When Sergiu Radu and Andrei Glingeanu launched their free Blocksy theme nearly two years ago, they were surprised by how quickly their business grew during a global pandemic without any investment in marketing. Blocksy is now active on more than 20,000 WordPress sites and its commercial version, launched in October 2020, has grown to where both founders are now working full-time on the project.
Apart from inadvertently gaining a few mentions on some blogs and YouTube channels, Radu said his team has done nothing to market the theme. Users have most often been referred by word of mouth and many have gotten linked into the community through Blocksy’s Facebok group, which has grown to more than 2,200 members. Users join the group to discuss the theme and share their knowledge with each other.
Three months ago, Blocksy’s founders hired two more teammates to assist with support and manage the theme’s Facebook community. Radu said he thinks support has been the most important factor in the theme’s growth. His team offers support to free users as well as those those who opt to pay for Blocksy Pro. The ticketing system is open for everyone using the theme. This might explain why Blocksy has maintained a perfect 5-star rating on WordPress.org with 455 reviews.
Another factor in the theme’s success is its free starter sites that enable users to get going right away. In the past month, the Blocksy team has released three new starter sites, bringing the total to 10 (double the number available this time last year). Yogi, the latest release, is based on the block editor and was designed to showcase Blocksy’s capabilities for customizing and managing custom post types. These are registered with the help of WP Meta Box.
In April, the team released Tasty, a starter site that uses the Recipe Card Blocks plugin by WPZOOM. If you’re looking for a recipe theme and plugin combination that supports the block editor, these two work seamlessly together. The team also launched Homi, a block-based WooCommerce starter site built with Stackable.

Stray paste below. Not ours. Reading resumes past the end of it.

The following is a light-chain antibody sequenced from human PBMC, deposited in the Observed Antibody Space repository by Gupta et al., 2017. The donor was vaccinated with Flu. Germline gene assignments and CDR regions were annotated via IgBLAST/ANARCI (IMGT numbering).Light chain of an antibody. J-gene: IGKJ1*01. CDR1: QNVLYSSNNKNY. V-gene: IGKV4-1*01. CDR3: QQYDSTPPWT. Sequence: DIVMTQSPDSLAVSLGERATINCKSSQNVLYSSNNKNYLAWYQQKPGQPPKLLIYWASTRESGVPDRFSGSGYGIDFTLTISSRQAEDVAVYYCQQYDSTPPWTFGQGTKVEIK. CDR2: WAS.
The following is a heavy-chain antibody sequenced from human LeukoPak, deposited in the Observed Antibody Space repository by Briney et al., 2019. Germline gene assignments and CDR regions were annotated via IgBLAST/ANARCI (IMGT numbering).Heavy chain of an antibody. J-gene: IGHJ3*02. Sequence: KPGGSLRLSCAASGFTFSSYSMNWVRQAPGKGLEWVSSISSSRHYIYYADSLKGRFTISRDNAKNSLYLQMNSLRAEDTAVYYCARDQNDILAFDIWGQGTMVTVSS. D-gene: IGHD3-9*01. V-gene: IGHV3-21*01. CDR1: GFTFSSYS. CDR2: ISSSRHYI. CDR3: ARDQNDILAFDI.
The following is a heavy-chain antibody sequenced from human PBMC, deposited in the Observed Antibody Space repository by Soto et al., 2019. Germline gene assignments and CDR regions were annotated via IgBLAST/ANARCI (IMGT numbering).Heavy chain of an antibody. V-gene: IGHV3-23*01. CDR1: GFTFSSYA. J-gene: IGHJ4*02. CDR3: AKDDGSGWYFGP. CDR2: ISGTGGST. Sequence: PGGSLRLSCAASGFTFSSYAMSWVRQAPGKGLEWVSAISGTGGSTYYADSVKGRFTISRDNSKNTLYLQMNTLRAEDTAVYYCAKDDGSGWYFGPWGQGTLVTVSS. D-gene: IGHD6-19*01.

The starter themes can be imported with one click and users get exactly what they see in the demo without having to figure out how to arrange it. An onboarding wizard guides the user through setting up a child theme and installing any necessary plugins. It imports all the posts, pages, comments, navigation menus, custom fields, terms and custom posts that are seen in the demos.
Radu said the team plans to release 3-4 more starter sites in the near future, targeting different niches, including blogger, agency, lawyers, wedding, and music/bands.
Blocksy’s developers are currently working on adding some new WooCommerce features in the next update, along with a portfolio extension. They are also working on a plan to make it easier to create starter sites.
“It’s very hard at the moment to create our starter sites,” Radu said. “Almost all Gutenberg plugins out there lack design options or other things that we may need in order to create a nice starter site. So we were feeling very limited and thought why not create our own suite of blocks that are going to meet all our needs?”
Blocksy currently uses Stackable blocks to create the demo sites. Radu said that although his team may eventually transition to using their own suite of blocks exclusively, they may also continue making starter sites with Stackable since their users like that particular block library so much. The team plans to begin building their own suite of Gutenberg blocks after the next update, beginning with a free version, followed by a pro version with some more advanced blocks.
This content was originally published here.